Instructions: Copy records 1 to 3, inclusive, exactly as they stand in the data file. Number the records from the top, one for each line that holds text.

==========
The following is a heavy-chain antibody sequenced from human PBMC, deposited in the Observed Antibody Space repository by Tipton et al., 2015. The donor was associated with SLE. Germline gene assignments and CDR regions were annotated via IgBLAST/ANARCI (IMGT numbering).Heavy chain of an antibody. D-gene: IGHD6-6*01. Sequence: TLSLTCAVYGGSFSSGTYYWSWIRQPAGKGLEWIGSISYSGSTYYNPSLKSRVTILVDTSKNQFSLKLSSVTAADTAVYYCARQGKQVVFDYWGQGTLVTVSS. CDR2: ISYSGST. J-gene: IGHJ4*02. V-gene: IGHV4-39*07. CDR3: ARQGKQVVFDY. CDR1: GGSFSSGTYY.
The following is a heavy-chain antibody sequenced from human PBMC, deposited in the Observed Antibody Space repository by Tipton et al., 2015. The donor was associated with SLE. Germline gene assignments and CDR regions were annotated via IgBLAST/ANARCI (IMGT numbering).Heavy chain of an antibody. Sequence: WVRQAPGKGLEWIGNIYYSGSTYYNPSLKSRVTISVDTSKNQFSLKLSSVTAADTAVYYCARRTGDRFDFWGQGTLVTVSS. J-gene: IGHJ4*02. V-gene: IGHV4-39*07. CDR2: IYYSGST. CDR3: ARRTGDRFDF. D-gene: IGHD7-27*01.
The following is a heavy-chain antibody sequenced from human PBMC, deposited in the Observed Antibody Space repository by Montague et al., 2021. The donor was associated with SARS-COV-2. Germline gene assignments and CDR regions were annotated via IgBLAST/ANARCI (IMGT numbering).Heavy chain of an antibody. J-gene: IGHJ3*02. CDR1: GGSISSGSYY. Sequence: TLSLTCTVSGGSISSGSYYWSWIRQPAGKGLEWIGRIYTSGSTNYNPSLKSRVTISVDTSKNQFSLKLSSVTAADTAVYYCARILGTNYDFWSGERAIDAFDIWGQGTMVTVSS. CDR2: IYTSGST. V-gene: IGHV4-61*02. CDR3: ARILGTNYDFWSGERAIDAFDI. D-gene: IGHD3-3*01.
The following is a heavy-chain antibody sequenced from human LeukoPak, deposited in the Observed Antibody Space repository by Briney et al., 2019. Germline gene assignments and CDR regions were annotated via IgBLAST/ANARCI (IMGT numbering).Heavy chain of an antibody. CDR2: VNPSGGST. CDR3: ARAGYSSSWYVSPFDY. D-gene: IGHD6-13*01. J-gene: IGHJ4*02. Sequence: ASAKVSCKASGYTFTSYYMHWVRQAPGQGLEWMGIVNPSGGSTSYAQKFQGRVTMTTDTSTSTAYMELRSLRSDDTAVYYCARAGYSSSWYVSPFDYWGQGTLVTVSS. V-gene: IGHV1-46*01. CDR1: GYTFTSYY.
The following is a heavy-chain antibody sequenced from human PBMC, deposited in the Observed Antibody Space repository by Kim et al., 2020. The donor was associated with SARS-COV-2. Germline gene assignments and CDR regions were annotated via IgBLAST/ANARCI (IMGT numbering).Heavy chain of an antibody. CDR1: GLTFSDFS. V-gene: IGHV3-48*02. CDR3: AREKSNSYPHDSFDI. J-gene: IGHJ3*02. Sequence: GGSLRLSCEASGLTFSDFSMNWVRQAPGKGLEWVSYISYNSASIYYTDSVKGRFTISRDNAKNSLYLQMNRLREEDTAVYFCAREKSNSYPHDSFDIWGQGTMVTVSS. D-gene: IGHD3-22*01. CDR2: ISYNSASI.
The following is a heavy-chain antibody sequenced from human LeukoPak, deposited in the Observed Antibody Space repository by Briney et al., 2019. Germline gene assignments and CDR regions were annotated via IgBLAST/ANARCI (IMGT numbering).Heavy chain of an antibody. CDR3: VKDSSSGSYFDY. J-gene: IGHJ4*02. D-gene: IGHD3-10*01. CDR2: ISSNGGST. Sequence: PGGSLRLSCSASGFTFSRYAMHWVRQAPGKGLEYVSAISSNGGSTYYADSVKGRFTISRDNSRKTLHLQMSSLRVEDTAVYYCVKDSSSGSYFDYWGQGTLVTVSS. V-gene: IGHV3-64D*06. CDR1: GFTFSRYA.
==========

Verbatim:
The following is a heavy-chain antibody sequenced from human PBMC, deposited in the Observed Antibody Space repository by Tipton et al., 2015. The donor was associated with SLE. Germline gene assignments and CDR regions were annotated via IgBLAST/ANARCI (IMGT numbering).Heavy chain of an antibody. D-gene: IGHD6-6*01. Sequence: TLSLTCAVYGGSFSSGTYYWSWIRQPAGKGLEWIGSISYSGSTYYNPSLKSRVTILVDTSKNQFSLKLSSVTAADTAVYYCARQGKQVVFDYWGQGTLVTVSS. CDR2: ISYSGST. J-gene: IGHJ4*02. V-gene: IGHV4-39*07. CDR3: ARQGKQVVFDY. CDR1: GGSFSSGTYY.
The following is a heavy-chain antibody sequenced from human PBMC, deposited in the Observed Antibody Space repository by Tipton et al., 2015. The donor was associated with SLE. Germline gene assignments and CDR regions were annotated via IgBLAST/ANARCI (IMGT numbering).Heavy chain of an antibody. Sequence: WVRQAPGKGLEWIGNIYYSGSTYYNPSLKSRVTISVDTSKNQFSLKLSSVTAADTAVYYCARRTGDRFDFWGQGTLVTVSS. J-gene: IGHJ4*02. V-gene: IGHV4-39*07. CDR2: IYYSGST. CDR3: ARRTGDRFDF. D-gene: IGHD7-27*01.
The following is a heavy-chain antibody sequenced from human PBMC, deposited in the Observed Antibody Space repository by Montague et al., 2021. The donor was associated with SARS-COV-2. Germline gene assignments and CDR regions were annotated via IgBLAST/ANARCI (IMGT numbering).Heavy chain of an antibody. J-gene: IGHJ3*02. CDR1: GGSISSGSYY. Sequence: TLSLTCTVSGGSISSGSYYWSWIRQPAGKGLEWIGRIYTSGSTNYNPSLKSRVTISVDTSKNQFSLKLSSVTAADTAVYYCARILGTNYDFWSGERAIDAFDIWGQGTMVTVSS. CDR2: IYTSGST. V-gene: IGHV4-61*02. CDR3: ARILGTNYDFWSGERAIDAFDI. D-gene: IGHD3-3*01.